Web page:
He had spoken too soon. In March 1824, in response to the deafening silence from Whitehall, Chatham reminded Bathurst that "His Majesty's Protestant Subjects in this Garrison have been most anxiously waiting for the final decision on the subject of the Church which I was authorised to give them hopes would be granted them".[4]

This dispatch (received on 8 April) nearly gave the Treasury officials a heart attack. Faced with the need to make a final call, the Treasury suddenly remembered all sorts of obstacles. It had now been fourteen months since Pilkington had drawn up his plan: a new plan would now be needed, preferably on a more pared-down scale, because a church for 1300 people was surely too big for a population that was predominantly Catholic and Jewish. Faced with the prospect of paying an annual stipend to a government-appointed clergyman, the Treasury declared the best solution would be to add galleries to the existing chapel attached to the Governor's residence, and withheld their permission to commence building.[5]

Chatham was not impressed with this unexpected back-pedalling. Further correspondence ensued in which Chatham pointed out, in increasingly clipped language, that White Cloisters had produced enough money to make the Treasury's financial fears unwarranted. In February 1825 the Treasury Board caved in and, on 22 February, informed Chatham "that there no longer exists any difficulty in carrying His Majesty's Gracious Intentions ... into effect".[6]

Building on what would become the Cathedral of the Holy Trinity began in June 1825. One of the last things Lord Chatham did before returning to England was to lay the foundation stone. Invitations to the foundation ceremony were issued on 30 May to the prominent merchants and citizens of the town.[7] 

Copy of the invitation to the foundation ceremony for the Cathedral of the Holy Trinity (Gibraltar National Archives, Local Correspondence 1818-29)

On 1 June Chatham and Don marched out with the military and civilian authorities to the spot where the church was to be built, through a lane of troops composed of the Welsh Fusiliers and the 64th Regiment of Foot. Two brass plates, one with Chatham's name and one bearing Don's, were affixed to the foundation stone. A box containing coins and a Coronation Medal was laid beneath it.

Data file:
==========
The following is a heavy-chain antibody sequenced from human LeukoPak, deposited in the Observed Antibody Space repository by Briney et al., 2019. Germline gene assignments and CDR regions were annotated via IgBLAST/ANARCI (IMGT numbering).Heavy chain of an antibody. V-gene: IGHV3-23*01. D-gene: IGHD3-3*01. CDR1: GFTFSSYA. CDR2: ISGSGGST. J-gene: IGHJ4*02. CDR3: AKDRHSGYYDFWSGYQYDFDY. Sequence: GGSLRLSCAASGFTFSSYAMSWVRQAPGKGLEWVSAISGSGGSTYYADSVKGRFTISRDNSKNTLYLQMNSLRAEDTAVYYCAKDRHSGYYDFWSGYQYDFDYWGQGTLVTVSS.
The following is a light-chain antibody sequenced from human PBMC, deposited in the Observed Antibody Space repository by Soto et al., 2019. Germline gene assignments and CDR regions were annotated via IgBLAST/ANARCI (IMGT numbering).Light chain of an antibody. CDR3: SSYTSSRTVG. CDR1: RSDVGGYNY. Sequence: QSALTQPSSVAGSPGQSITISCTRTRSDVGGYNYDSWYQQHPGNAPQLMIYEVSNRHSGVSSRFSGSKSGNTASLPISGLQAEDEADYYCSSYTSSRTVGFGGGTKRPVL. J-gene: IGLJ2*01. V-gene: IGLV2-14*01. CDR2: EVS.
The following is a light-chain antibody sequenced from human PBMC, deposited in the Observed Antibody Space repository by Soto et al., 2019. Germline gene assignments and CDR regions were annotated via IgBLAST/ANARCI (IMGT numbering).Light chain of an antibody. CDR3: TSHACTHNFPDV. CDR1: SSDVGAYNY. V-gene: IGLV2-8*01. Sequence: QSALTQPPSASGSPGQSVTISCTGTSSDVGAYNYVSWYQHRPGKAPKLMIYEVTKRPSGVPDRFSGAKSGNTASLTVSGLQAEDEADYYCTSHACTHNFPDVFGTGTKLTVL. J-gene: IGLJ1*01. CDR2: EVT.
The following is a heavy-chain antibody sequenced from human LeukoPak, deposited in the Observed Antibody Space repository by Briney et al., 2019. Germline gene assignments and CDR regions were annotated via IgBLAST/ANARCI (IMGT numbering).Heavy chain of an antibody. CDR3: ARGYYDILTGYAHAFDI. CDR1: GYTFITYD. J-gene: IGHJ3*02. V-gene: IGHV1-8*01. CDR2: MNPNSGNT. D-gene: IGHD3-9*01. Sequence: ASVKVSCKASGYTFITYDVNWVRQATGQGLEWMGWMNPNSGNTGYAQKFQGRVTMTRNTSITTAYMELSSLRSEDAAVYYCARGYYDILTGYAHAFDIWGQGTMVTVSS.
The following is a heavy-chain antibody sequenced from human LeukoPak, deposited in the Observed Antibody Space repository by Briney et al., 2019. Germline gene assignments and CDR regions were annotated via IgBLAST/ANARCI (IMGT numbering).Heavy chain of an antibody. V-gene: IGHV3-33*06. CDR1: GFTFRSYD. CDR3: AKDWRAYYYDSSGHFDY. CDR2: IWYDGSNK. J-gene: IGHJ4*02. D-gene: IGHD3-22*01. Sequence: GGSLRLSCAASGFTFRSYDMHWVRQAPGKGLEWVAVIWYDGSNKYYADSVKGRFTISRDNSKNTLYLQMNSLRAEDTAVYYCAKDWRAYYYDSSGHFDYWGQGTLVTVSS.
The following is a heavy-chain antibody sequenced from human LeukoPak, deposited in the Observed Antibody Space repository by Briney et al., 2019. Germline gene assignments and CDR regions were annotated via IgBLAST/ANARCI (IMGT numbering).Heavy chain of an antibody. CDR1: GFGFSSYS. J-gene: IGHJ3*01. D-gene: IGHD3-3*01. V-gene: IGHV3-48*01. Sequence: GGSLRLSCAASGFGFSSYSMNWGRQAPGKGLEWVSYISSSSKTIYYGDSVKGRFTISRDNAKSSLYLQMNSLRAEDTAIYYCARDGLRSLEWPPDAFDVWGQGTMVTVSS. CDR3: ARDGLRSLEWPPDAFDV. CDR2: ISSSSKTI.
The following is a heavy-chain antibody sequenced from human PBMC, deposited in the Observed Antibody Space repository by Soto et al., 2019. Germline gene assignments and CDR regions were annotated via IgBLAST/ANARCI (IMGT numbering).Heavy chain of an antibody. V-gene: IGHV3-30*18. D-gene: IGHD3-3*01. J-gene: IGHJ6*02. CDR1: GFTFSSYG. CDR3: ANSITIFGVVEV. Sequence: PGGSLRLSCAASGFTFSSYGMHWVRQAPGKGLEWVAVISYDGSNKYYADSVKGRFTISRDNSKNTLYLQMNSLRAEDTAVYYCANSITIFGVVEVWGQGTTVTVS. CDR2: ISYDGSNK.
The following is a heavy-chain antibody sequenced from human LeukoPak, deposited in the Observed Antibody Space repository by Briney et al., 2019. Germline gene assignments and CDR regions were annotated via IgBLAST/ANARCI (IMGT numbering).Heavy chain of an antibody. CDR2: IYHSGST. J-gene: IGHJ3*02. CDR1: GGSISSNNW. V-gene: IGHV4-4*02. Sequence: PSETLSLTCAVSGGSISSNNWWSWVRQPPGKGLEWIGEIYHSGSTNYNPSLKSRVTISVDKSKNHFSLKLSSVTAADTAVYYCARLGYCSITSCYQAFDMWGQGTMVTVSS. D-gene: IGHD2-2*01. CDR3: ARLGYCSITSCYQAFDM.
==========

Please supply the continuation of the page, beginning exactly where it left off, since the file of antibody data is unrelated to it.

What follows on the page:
"His Excellency went through the customary ceremony of using the trowel and mallet," the Gibraltar Chronicle reported, "and the whole concluded with prayers suited to the occasion".[8]

The cathedral was completed in 1832, a lasting monument to Don and Chatham's period of active partnership – and a slap in the face of government penny-pinching.


[1] Marc Alexander, Gibraltar: conquered by no enemy (London, 2008)

[1] Chatham to Lord Bathurst, 26 July 1822, Gibraltar National Archives Military Secretary's Office 1819-27

[2] Robert Pilkington to Chatham, 8 February 1823, National Archives CO 91/80

[3] "The Plan did not accompany the Dispatch": pencilled note on Chatham's 14 February dispatch to Lord Bathurst, National Archives CO 91/80

[4] Chatham to Lord Bathurst, 17 March 1824, National Archives CO 91/81

[5] Treasury minute, 13 April 1824, National Archives CO 91/82

[6] George Harrison to Chatham, 22 February 1825, Gibraltar National Archives Dispatches to Gibraltar 1825

[7] Gibraltar National Archives, Local Correspondence 1818-29

[8] Gibraltar Chronicle, 1 June 1825


Jacqueline Reiter has a Phd in 18th century political history. She is currently working on the first ever biography of John Pitt, 2nd Earl of Chatham. "The Late Lord" will be published by Pen & Sword Books in January 2017. When she finds time she blogs about her historical discoveries at, and can be found on Twitter as

1 comment:

  1. I was surprised to see a memorial inside the Cathedral as the gentleman had the same surname as mine, John Hanson Beasant. He died at Wind Mill Hill in 1812. We hope to go back in 2021 and would love to find out if he was actually buried at Gibraltar. Very interesting place.